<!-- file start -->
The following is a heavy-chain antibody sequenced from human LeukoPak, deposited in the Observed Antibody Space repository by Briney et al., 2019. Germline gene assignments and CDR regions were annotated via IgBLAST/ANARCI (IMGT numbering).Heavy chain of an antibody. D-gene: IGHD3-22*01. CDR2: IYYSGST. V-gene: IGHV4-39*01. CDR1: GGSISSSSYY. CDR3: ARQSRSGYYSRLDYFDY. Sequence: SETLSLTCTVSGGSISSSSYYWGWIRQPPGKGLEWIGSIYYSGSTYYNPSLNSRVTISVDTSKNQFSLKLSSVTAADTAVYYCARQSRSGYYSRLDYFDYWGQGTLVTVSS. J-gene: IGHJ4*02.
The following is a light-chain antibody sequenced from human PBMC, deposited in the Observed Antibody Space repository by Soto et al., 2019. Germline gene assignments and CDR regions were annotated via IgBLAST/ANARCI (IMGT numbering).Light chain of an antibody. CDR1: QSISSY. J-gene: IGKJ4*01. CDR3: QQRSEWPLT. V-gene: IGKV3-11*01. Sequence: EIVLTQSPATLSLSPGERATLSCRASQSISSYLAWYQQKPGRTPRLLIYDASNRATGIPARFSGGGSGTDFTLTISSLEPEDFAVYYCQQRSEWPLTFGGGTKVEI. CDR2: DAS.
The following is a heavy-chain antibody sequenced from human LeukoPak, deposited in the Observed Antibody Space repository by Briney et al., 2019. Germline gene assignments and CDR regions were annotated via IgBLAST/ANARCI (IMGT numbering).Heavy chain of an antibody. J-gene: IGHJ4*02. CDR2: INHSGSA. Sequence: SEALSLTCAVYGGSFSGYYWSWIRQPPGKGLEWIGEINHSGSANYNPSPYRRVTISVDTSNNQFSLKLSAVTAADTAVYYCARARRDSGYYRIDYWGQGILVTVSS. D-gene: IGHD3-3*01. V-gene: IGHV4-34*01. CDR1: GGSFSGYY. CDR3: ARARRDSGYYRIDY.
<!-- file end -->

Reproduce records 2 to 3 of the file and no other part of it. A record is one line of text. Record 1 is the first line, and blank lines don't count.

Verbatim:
The following is a light-chain antibody sequenced from human PBMC, deposited in the Observed Antibody Space repository by Soto et al., 2019. Germline gene assignments and CDR regions were annotated via IgBLAST/ANARCI (IMGT numbering).Light chain of an antibody. CDR1: QSISSY. J-gene: IGKJ4*01. CDR3: QQRSEWPLT. V-gene: IGKV3-11*01. Sequence: EIVLTQSPATLSLSPGERATLSCRASQSISSYLAWYQQKPGRTPRLLIYDASNRATGIPARFSGGGSGTDFTLTISSLEPEDFAVYYCQQRSEWPLTFGGGTKVEI. CDR2: DAS.
The following is a heavy-chain antibody sequenced from human LeukoPak, deposited in the Observed Antibody Space repository by Briney et al., 2019. Germline gene assignments and CDR regions were annotated via IgBLAST/ANARCI (IMGT numbering).Heavy chain of an antibody. J-gene: IGHJ4*02. CDR2: INHSGSA. Sequence: SEALSLTCAVYGGSFSGYYWSWIRQPPGKGLEWIGEINHSGSANYNPSPYRRVTISVDTSNNQFSLKLSAVTAADTAVYYCARARRDSGYYRIDYWGQGILVTVSS. D-gene: IGHD3-3*01. V-gene: IGHV4-34*01. CDR1: GGSFSGYY. CDR3: ARARRDSGYYRIDY.